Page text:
They would always say, “Politics matter.” Everything is political, whether it’s church, family or politics. Politics is a part of everyday life. It was a time America needed change and a time that people felt that the American dream had died. Iran held our hostages. Unemployment and interest rates were at an all-time high. There were a lot of tensions.

The most important part of it is that you have an opportunity to make a difference. You can make your voice be heard on a platform when people are listening. And the time people are listening is during election cycles.

Ronald Reagan led on national security and economic growth—issues that were of concern to me as a young person. I watched him get elected. I saw him take action, and soon I saw really good results. We saw interest rates and unemployment fall. Iran released our hostages.

I thought my voice mattered. I felt that I made a difference.

In the private sector, the free markets work best when government does its job of providing public safety and infrastructure. We are the economic engine that provides the government with the resources it needs for infrastructure and public safety. It’s our tax dollars and economic growth that fund local government and schools.

Double Duty Politicians
On behalf of the Indiana Republican Party, Jeff Cardwell nominates Donald Trump for president in July at the Republican National Convention.

HR: Why do you think independent business owners should get involved in politics?
JC: A lot of times, the small businessperson wears many hats. They’re able to have a really well-rounded perspective on what makes business thrive. As the political people develop policies, they need to understand the impact they have, positive or negative, on businesses and communities.

You have people who have never owned a business and they have great intentions, but great intentions can have terrible results.

Business owners, with their own personal stories, are priceless. It’s the experience of daily life and of working with people of all walks of life that can be the biggest assets to policymakers.

Experience matters. Private sector business owners matter, and nothing can replace their wealth of experience.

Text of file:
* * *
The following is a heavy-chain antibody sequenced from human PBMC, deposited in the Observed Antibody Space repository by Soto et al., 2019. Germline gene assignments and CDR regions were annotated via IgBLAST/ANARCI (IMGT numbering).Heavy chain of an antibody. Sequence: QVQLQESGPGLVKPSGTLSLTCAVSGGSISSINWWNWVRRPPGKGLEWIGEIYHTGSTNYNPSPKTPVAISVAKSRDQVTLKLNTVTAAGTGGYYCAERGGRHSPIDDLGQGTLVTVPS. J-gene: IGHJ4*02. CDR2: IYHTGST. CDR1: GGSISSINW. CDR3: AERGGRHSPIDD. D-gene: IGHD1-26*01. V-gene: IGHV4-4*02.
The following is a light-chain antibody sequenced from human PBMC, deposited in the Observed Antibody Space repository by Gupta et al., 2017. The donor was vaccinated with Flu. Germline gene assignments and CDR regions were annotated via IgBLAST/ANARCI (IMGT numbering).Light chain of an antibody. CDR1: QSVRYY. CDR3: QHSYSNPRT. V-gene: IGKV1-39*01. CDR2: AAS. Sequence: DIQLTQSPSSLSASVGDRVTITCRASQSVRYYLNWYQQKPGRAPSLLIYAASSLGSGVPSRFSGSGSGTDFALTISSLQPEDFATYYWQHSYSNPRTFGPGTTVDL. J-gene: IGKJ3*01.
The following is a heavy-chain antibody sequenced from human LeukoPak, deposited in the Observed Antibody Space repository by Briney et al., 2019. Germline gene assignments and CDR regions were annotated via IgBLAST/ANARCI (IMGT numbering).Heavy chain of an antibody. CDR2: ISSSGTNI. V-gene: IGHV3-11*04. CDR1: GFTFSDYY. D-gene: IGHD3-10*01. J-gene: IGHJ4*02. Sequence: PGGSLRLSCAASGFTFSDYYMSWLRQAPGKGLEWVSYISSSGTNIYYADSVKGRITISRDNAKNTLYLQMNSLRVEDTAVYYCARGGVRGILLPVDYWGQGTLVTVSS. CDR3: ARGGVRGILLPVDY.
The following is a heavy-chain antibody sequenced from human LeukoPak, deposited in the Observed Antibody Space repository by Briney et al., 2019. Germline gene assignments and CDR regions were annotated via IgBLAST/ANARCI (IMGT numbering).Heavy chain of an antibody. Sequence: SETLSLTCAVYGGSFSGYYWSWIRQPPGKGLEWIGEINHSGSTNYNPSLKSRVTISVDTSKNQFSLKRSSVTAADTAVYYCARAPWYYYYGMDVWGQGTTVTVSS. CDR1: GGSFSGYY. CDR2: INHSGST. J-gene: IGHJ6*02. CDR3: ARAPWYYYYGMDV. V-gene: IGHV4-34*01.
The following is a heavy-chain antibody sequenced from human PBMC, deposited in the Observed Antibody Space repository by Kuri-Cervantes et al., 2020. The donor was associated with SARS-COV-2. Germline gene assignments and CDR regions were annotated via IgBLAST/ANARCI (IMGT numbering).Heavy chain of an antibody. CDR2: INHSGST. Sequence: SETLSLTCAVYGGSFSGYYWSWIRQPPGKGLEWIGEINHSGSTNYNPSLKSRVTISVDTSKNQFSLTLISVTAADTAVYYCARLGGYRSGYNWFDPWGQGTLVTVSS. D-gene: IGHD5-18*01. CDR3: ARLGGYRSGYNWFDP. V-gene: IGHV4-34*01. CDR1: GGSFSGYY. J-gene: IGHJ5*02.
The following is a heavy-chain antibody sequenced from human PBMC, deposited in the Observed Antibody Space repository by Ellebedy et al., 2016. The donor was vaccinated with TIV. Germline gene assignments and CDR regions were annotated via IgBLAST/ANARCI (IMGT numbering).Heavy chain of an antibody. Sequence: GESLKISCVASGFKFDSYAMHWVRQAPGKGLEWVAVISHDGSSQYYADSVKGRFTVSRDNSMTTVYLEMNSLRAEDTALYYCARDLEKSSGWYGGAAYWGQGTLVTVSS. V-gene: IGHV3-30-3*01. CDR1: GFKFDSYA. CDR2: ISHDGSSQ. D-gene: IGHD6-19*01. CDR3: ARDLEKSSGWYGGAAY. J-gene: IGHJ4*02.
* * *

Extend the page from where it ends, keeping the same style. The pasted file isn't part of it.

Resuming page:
Every business owner is involved in the political cycle, whether they want to be or not. They should make things happen instead of wondering what happened, after the fact. That’s where I feel like every hardware, home center and independent store owner should be involved, because the best way to predict their future is to create it, and they can create it by being involved.

It’s important to be involved. Government has a really important role to play. Public safety, infrastructure and economic growth are all very important to our local businesses.

Double Duty Politicians
In the 1980s, Jeff Cardwell worked with both of Ronald Reagan’s presidential campaigns. Seeing the changes Reagan led as president inspired Cardwell to continue being politically active.

HR: How do you make time to be politically active?
JC: Passion is the fuel that drives the engine. You have to get involved in what you’re passionate about. You always find the time for the things that fuel your passion.

Politics is my hobby, just like other people have hobbies and sports. The passion is the fuel that motivates me, and it’s results that really develop that passion.

When you’ve been involved in a campaign and see positive results, it encourages you to do more.

HR: In what ways has your involvement in politics made you a better retailer?
JC: It’s absolutely affected every aspect of my business. Communication is the key to success. Working together—that’s the economic growth that raises the tide for all boats.

You can bet that in any community that’s successful, there’s good public-private communication happening.

HR: How do you recommend that retailers be activists without hurting their businesses?
JC: I think it’s all about the personal approach. It’s very important for people to see that you’re coming to the table with the greater good in mind, looking for solutions for your community. My business is located in a heavily registered Democrat area, and yet I’m a Republican. I found that it did not hurt my business at all.

About Renee Changnon

Renee Changnon is the retail outreach coordinator for NRHA. She meets with retailers in their stores and at industry events and introduces them to the services NRHA provides. Renee previously worked as a member of the NRHA communications team. She earned a degree in visual journalism from Illinois State University, where she served as the features editor for the school newspaper. After college, she implemented marketing and promotions initiatives at Jimmy John’s franchise locations across the country. She enjoys exploring books with her book club, Netflix marathons and hosting goat yoga at her apartment complex. Renee Changnon 317-275-9442 rchangnon@nrha.org